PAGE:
SAN FRANCISCO (03/17/2004) - Speech recognition received some notice of its own on Tuesday when the W3C gave VoiceXML Version 2.0 its coveted "recommendation" status.
The W3C also gave the same seal of approval to the Speech Recognition Grammar Specification (SRGS).
Both of these specifications become the only formal speech standards recognized by an independent standards body.
But the real significance of VXML 2.0, according to Brad Porter, co-editor of the standard and director of engineering at TellMe Networks Inc., is that it allows enterprise-level companies to build on top of their Web architecture.
"It is allowing large enterprises who have a huge investment in IT infrastructure using XML to the back end to use that same investment for adding voice recognition," Porter said.
Instead of doing proprietary integration with middleware, the enterprise can now use XML as a gateway to voice systems, Porter added.
The first version of VXML, 1.0, never went beyond a draft standard, said Bill Meisel, principal at TMA Associates, a speech technology research firm.
"SALT (Speech Application Language Tags) is a direct competitor but has not reached the level of maturity of VoiceXML in the standards process," Meisel added.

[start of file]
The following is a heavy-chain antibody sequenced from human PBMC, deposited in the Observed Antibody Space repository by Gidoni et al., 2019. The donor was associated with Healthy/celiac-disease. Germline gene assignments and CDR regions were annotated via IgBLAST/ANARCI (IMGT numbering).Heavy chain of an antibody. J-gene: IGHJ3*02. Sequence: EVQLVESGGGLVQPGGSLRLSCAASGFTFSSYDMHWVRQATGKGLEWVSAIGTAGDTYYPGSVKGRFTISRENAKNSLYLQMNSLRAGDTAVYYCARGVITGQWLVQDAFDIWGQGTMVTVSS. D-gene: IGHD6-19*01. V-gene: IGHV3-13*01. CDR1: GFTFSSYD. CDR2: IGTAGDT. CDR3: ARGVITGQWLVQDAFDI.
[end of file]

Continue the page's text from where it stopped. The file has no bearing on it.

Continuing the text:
Nevertheless, SALT will be formally announced as a released product later this month. The development environment will support telephone applications but not what is called multimodal applications.
Multimodal applications are those that combine both voice recognition with other types of interfaces such as touchscreen or dropdown menus and is focused on the handheld and smart phone market.
"Microsoft is supporting SALT and there are deployments of SALT. It will be formally announced as a release product this month focusing on telephone applications," Meisel said.
Although VXML Version 2 was being used by numerous vendors even before it received official recognition, the standard will also serve to let developers know that telephone applications are now supported by a Web standard and that the technology is mature, said Meisel.
Meisel expects to see "a lot more developers" become interested in voice applications using both VoiceXML and SALT.
Both Version 2.0 and SRGS are the first components of the W3C's Speech Interface Framework targeted at the two billion fixed line and mobile devices.
The aim of the Framework is to give consumers and business users access to Web-based services over a telephone, according to W3C officials.
"No longer will we have to press 'one' or 'two' to access services," said Dave Raggett, voice browser activity lead at the W3C.